LOS ANGELES ARTS PATRON EVA CHOW ON HOW THE LACMA ART+FILM GALA BECAME ONE OF THE MOST SOUGHT-AFTER PLATES IN THE CITY
"Like every organization or like any good anything, one needs some kind of a leader."
Eva Chow is looking down at me with a serious expression—not a particularly happy one, truth-be-told, which is a little strange seeing as she’s wearing a wedding dress. I’m gazing up at her portrait, a quite striking work by Julian Schnabel that sees her painted onto a golden yellow background. The work sits above an ornate stone fireplace, mirrored at the opposite end of the vast central room of her Beverly Hills home by another fireplace, above which hangs a portrait of her husband Michael Chow by Jean-Michel Basquiat—the two Chows facing each other in a tangible, albeit somewhat daunting harmony of paint, stature, and color.
The room is cavernous and sparse but undoubtedly elegant. Cream walls are interdicted by two stories of stone arches and columns, all beneath an incredibly high timber-beamed ceiling. I can hear the photo team wrapping up the shoot in one of the numerous large rooms running off this central hall, and am led into a corner sitting room—homely despite its gold-clad walls and enviable assortment of art deco and Ming dynasty furniture. “The best part of a photo shoot is when it ends.” Chow observes without rancour as she makes herself comfortable in the settee across from me. She’s relaxed into a black Givenchy t-shirt full of holes, simple black leggings, and long, rectangular, emerald drop earrings.
Chow has had a storied career: trained by master watercolor artists in her native Korea at the age of 11, she moved to Los Angeles as a teenager in 1974, became an assistant to legendary film producer Dino De Laurentiis, then became a highly successful fashion designer, with her clothes appearing in Harper’s Bazaar, Vogue, and on the cover of Vanity Fair. Since meeting her husband, the acclaimed restaurateur and artist best know as “Mr. Chow,” she has become one of the most important people operating in the Los Angeles cultural space, and since spearheading the LACMA Art+Film Gala—now in its sixth year—has driven a convergence of fine art, film, and celebrity that finds few rivals anywhere.
Remarkably, when Chow joined the board of LACMA the museum didn’t even have a film department. “It was closed due to lack of funding,” she explains, “but LACMA is an encyclopaedic museum and we’re in Hollywood—the center of the world for film—so that was a very important issue. Michael Govan [Director of LACMA] said, ‘why don’t we do something to highlight the film department and maybe do some kind of a fundraiser?’ So I went to meet with Leo [DiCaprio], because we needed someone who would really represent Hollywood, and that’s how we started.”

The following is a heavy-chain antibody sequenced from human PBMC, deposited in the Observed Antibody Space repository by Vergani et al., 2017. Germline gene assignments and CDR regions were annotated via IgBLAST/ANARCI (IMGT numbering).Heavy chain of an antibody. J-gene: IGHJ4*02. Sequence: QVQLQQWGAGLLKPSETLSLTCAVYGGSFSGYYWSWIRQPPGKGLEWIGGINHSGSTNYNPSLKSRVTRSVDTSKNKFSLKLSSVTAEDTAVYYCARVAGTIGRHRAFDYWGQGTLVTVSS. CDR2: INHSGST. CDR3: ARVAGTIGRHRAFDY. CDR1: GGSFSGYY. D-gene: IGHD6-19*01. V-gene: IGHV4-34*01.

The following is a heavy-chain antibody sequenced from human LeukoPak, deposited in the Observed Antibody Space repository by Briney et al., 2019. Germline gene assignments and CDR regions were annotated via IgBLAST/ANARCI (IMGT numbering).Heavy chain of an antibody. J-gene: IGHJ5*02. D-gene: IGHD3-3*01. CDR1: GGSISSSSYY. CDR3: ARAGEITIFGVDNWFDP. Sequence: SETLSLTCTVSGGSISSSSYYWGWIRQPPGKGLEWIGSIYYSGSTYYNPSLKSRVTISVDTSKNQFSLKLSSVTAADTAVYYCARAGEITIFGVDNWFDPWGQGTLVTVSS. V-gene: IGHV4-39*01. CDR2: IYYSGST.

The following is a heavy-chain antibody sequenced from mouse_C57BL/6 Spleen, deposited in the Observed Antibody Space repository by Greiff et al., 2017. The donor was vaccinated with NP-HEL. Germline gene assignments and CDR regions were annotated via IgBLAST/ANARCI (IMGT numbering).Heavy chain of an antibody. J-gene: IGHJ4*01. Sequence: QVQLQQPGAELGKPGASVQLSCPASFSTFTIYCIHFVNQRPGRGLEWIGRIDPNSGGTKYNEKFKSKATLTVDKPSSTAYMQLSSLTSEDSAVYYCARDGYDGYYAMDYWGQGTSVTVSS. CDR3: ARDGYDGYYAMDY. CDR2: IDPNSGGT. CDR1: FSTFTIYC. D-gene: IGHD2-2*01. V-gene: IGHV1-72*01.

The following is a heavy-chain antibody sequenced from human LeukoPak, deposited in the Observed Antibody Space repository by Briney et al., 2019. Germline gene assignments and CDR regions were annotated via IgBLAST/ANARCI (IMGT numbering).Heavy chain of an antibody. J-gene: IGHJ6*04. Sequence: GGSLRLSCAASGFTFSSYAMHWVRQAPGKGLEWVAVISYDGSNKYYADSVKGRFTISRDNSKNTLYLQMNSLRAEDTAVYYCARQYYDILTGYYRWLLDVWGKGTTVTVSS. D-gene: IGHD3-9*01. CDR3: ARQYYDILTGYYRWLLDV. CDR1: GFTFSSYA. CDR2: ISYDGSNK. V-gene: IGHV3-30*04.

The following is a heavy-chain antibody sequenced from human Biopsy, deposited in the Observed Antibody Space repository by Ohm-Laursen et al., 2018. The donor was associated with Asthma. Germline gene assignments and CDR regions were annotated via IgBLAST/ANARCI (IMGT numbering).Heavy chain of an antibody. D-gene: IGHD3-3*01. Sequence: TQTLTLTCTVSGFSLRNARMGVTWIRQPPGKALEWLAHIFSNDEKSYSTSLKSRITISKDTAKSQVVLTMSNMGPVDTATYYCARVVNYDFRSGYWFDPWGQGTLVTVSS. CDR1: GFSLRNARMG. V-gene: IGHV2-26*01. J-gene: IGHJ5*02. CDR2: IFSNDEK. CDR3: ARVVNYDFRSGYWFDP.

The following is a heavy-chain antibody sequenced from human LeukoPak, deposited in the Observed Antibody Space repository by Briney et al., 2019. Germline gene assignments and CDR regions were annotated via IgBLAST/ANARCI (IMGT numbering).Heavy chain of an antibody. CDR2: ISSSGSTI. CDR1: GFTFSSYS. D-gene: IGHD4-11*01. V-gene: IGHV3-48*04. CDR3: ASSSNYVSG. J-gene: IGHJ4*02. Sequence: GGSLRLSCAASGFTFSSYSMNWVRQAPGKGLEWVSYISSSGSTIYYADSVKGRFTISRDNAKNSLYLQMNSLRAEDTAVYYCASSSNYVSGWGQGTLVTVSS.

In a city known for its accomplished social operators, Chow is notable for drawing together a truly glittering crowd for each event. At the 2013 gala she was described by the New York Times in a profile as “working the room like a piranha in a goldfish bowl.” I ask her what the main skill is in mastering a room and bringing different people together: “Well, you know I wouldn’t call myself a master,” Chow says with a smile that suggests she might have anticipated the question, “but I love people and I always loved creative people and they love me back I guess. I always believed that everything is accumulative and my friendships are for a long time—I support them and they support me in a lot of ways, so I guess there’s no skill to it—it’s just that one needs to invest in personal relationships and if I’m good at it, it’s maybe because of that.”
Miranda Carroll, the Director of Communications at LACMA, credits Chow with a far more decisive role than merely being the social pivot: “She has the creative vision for how the gala looks at each event.”
“I do A to Z.” Chow acknowledges, “I have some amazing people that help—the Gucci teams, they’re amazing. Not only are they our partner and sponsor, they come with a lot of great people, but like every organization or like any good anything, one needs some kind of a leader. So in that sense I guess I do try to put my idea and vision, and set the tone for how the evening is going to go. It’s a collaboration—nobody can do anything by themselves.”
While Chow is helping to add wheels to the wagon, she is riding it too, and is keenly aware of the cultural sweet-spot that her home city has found itself in: “As beautiful and elegant as Paris is, Los Angeles has a growing and pioneering energy. It’s almost like a Western movie when all the gun fighters come to the west coast. It’s almost like that, but it’s a creative kind of thing. You know, the ‘50s were perhaps Italy, and the ‘60s were London, and ‘80s were New York, and I feel now, Los Angeles is having its real moment.”
Stylist: Kelly Brown.
Hair & Makeup: Ricardo Ferrise for Opus Beauty using Kevin Murphy and Chanel Rouge.
Written by Gus Donohoo
Photographed by Abigail Briley bean